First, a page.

Some of the most interesting work about Catholicism and English Literature in the last few years has come from French specialists. I shall write about Brian Sudlow's Catholic Literature and Secularisation in France and England, 1880-1914 another time but today I want to mention The Pen and the Cross: Catholicism and English Literature 1850-2000 by the recently retired Professor of French at King's College London, Richard Griffiths.
Griffiths is an interesting man. He is now an Anglican Priest and has written, among other things, a book about Poetry and Prayer for Lent. The best moments in The Pen and the Cross come when his sympathy for Catholicism, his French expertise and his knowledge of English Catholic Literature come together, as when he writes about Graham Greene and French Catholic writers.
There are also some wonderful surveys in this book. I particularly enjoyed the chapter about Gerard Manley Hopkins which would be a great introduction to the poet's work for 6th Formers.
However, I have to take issue with some of his judgements about Catholicism and the 20th Century novel. Griffiths is clearly more comfortable with what he calls "the heady atmosphere of the build-up to Vatican Two" than he is with the hermeneutic of continuity and so he aligns himself with those authors who, like "Greene and Lodge have shown that a new, vital, more literary Catholic novel can be created on the basis of dialogue and uncertainty".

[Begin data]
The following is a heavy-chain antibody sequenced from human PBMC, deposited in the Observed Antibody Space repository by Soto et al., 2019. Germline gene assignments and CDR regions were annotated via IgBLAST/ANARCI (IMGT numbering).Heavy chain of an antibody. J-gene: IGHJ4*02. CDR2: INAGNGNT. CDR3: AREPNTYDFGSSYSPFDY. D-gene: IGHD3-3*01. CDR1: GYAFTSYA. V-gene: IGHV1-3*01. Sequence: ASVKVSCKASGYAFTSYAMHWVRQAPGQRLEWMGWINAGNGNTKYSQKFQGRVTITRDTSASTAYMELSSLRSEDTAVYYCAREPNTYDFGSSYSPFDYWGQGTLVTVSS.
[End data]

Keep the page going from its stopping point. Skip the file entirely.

Evelyn Waugh, therefore, has a "very rigid view of Catholic faith and doctrine" and "his work is essentially a dead-end" while Greene "stands as a rock at the centre of the Catholic literature of his time". And, like Waugh, a number of other writers "entrenched themselves in a last-ditch defence of traditional values".
So Alice Thomas Ellis gets relatively short shrift, in part because of her "predictable sideswipes against the modern Church", and Muriel Spark is a flawed genius partly her Catholicism is "of a traditional type, untouched by the modern tendencies that we have seen in so many other Catholic writers of the period."
I would argue instead that it is precisely writers like Waugh, Spark and Alice Thomas Ellis who provide the basis for a Catholic literary revival. In the years since Waugh's death, Britain may not have produced its own Martin Mosebach, a literary heavyweight and champion of orthodoxy, but it is surely only a matter of time.
I am not writing off writers like Lodge and Greene, whom Griffiths rates so highly, but I would want very strongly to challenge the suggestion that "traditional values" are dead. The accession of Pope Benedict XVI suggests very strongly that the theological tide, and with it (ultimately) the Catholic literary tide, has turned.
But I don't want to end with criticism of The Pen and the Cross. Despite a few puzzling omissions (like Rumer Godden), Richard Griffiths has given us a fascinating book which has left me wanting to follow up a great number of novels, poems and writers. Catholic English teachers and Catholic schools will certainly want to have a copy on their shelves.